Dec. 15: Statement from her doctors: "Secretary Clinton developed a stomach virus, leading to extreme dehydration, and subsequently fainted. Over the course of this week we evaluated her and ultimately determined she had also sustained a concussion. We recommended that the Secretary continue to rest and avoid any strenuous activity, and strongly advised her to cancel all work events for the coming week. We will continue to monitor her progress as she makes a full recovery." – Dr. Lisa Bardack, Mt. Kisco Medical Group, and Dr. Gigi El-Bayoumi, George Washington University
Dec. 15: Clinton informs the Senate Foreign Relations Committee and the House Foreign Affairs Committee that she will not testify before Congress on Benghazi later that month. Republican Rep. Allen West accused Clinton of catching "Benghazi flu" and John Bolton, former U.N. ambassador under President George W. Bush, suggested Clinton fabricated a "diplomatic illness" to miss the hearing.
Dec. 17: State Department spokeswoman Victoria Nuland shoots down any suggestion that the secretary’s illness is an excuse to avoid testifying before Congress on Benghazi. "She very much wanted to, she was willing to," and had planned to, Nuland said. To that end Nuland said that Clinton sent letters that morning to both committees, "making clear that she expects there will be on going communications in January with Congress and she will be open to that," essentially leaving it open that she would be willing to testify at a later date.
Dec. 20: Reines announces that Clinton is being grounded: "Given her condition, the secretary's doctors have advised that she may not fly for any significant duration in the coming weeks. So as things stand we are not planning any travel through mid-January."
Dec. 30: Reines statement on the discovery of her blood clot: "In the course of a follow-up exam today, Secretary Clinton's doctors discovered a blood clot had formed, stemming from the concussion she sustained several weeks ago. She is being treated with anti-coagulants and is at New York-Presbyterian Hospital so that they can monitor the medication over the next 48 hours. Her doctors will continue to assess her condition, including other issues associated with her concussion. They will determine if any further action is required."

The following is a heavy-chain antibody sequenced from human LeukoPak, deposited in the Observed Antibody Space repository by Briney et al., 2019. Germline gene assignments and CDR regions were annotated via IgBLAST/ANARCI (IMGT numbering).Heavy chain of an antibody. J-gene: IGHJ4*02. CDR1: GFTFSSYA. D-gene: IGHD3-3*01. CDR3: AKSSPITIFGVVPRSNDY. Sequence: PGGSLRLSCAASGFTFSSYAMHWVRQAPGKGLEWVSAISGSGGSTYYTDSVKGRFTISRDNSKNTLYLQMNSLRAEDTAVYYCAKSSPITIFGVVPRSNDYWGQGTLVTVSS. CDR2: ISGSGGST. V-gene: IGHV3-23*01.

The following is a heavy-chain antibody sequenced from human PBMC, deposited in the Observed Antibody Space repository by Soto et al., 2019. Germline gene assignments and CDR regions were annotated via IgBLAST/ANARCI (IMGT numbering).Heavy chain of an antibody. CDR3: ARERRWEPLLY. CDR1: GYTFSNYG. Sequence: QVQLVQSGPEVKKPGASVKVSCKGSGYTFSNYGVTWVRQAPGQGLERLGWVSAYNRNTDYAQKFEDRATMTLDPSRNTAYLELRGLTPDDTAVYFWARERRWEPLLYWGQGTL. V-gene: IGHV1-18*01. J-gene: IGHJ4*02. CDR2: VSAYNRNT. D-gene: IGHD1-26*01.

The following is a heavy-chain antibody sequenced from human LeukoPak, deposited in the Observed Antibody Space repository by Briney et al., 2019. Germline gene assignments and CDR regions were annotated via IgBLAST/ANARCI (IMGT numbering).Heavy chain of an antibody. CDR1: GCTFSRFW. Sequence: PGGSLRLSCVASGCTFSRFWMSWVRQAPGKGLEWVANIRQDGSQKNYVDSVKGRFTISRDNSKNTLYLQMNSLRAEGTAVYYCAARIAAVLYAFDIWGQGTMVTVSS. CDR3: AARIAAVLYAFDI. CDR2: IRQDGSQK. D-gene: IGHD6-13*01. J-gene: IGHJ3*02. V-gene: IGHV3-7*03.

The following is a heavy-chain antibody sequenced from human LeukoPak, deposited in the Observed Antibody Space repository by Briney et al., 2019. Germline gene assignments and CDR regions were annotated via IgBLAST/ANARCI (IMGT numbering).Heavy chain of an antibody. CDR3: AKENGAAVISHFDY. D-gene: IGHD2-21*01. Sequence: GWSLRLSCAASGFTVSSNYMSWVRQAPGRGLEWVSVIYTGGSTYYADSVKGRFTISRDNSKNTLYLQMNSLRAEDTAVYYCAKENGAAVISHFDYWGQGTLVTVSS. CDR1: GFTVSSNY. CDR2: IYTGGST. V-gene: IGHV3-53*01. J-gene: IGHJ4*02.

Dec. 31: Statement from Clinton's doctors: "In the course of a routine follow-up MRI on Sunday, the scan revealed that a right transverse sinus venous thrombosis had formed. This is a clot in the vein that is situated in the space between the brain and the skull behind the right ear. It did not result in a stroke, or neurological damage. To help dissolve this clot, her medical team began treating the Secretary with blood thinners. She will be released once the medication dose has been established. In all other aspects of her recovery, the Secretary is making excellent progress and we are confident she will make a full recovery. She is in good spirits, engaging with her doctors, her family, and her staff.” – Dr. Lisa Bardack, Mt. Kisco Medical Group, and Dr. Gigi El-Bayoumi, George Washington University.